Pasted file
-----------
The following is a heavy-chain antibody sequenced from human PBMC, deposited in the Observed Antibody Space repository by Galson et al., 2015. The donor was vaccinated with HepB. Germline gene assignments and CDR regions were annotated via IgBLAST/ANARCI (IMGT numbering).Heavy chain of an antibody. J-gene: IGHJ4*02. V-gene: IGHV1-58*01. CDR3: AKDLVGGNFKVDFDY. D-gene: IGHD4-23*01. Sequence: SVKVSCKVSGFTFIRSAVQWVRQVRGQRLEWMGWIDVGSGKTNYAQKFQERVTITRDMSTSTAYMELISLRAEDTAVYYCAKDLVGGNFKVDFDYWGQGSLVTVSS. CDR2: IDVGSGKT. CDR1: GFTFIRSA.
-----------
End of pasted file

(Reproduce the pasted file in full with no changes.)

The following is a heavy-chain antibody sequenced from human PBMC, deposited in the Observed Antibody Space repository by Galson et al., 2015. The donor was vaccinated with HepB. Germline gene assignments and CDR regions were annotated via IgBLAST/ANARCI (IMGT numbering).Heavy chain of an antibody. J-gene: IGHJ4*02. V-gene: IGHV1-58*01. CDR3: AKDLVGGNFKVDFDY. D-gene: IGHD4-23*01. Sequence: SVKVSCKVSGFTFIRSAVQWVRQVRGQRLEWMGWIDVGSGKTNYAQKFQERVTITRDMSTSTAYMELISLRAEDTAVYYCAKDLVGGNFKVDFDYWGQGSLVTVSS. CDR2: IDVGSGKT. CDR1: GFTFIRSA.